The Wiehle-Reston East Station is seen during a Silver Line tour on Nov. 4, 2013, in Fairfax County. (Matt McClain/The Washington Post)

A new federal audit raises questions about whether the Metropolitan Washington Airports Authority is properly managing $975 million in federal funding it received to build the Silver Line rail project.

The 20-page audit, by the Department of Transportation’s inspector general, identified several instances in which MWAA inappropriately used federal dollars to pay expenses unrelated to construction of the first phase of the $5.6 billion rail project — one of the largest infrastructure projects in the United States.

In one example, MWAA used $16,000 in grant money to pay for lobbying services, even though such expenses are not allowed under federal rules. The lobbying services were provided by former authority board members, according to the audit report, a copy of which was obtained by The Washington Post.

In another instance, the airports authority used grant money to pay $54,000 in expenses related to the second phase of the rail project, even though the money was earmarked for Phase 1.

Auditors found that the authority does not have a reliable system for tracking costs and determining which were eligible for federal dollars. Authority officials also could not provide supporting documentation for millions of dollars in expenses, auditors found. Although some of that money might have been spent properly, the authority lacked the records to prove it, the report said.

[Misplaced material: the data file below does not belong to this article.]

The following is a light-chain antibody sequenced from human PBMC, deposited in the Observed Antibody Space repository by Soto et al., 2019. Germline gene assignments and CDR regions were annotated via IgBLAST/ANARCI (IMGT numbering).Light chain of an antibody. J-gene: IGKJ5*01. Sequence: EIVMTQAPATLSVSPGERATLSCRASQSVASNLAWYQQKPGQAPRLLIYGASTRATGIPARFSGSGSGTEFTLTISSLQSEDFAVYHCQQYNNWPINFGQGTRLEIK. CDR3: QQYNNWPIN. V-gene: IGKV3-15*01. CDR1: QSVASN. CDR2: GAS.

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“Many of the findings included in this report, which covers a time period from 2009 to 2011, relate to issues identified earlier in a 2012 independent audit by KPMG which the Authority had requested, and efforts to address the issues have been underway since then,” MWAA spokesman Chris Paolino said in an e-mailed statement. He said the authority has revised its procedures to ensure that necessary documentation is kept in a centralized location. “We are confident we can account for all expenses in question,” he said.

Paolino later said the authority had returned to the government $15,500 for lobbying-related costs highlighted in the audit report.

With an estimated $289 million in federal funding still unspent, auditors said it is critical that safeguards be put in place to protect federal taxpayers’ investment in the project. The Federal Transit Administration, which is overseeing MWAA’s management of the project, agreed.

“FTA continues to work diligently with MWAA to ensure that internal controls are developed and implemented and we share the OIG’s concerns that MWAA must develop corrective actions for the deficiencies found in this and prior audits,” wrote FTA Administrator Peter M. Rogoff in his response to the inspector general’s findings. “We recognize that while some progress toward greater accountability has been made, more work remains to be done in the area of internal controls.”

FTA spokesman Brian Farber said that in the future, invoices submitted by MWAA will be closely scrutinized before payment is made and that the FTA will be aggressive in seeking repayment of ineligible expenses.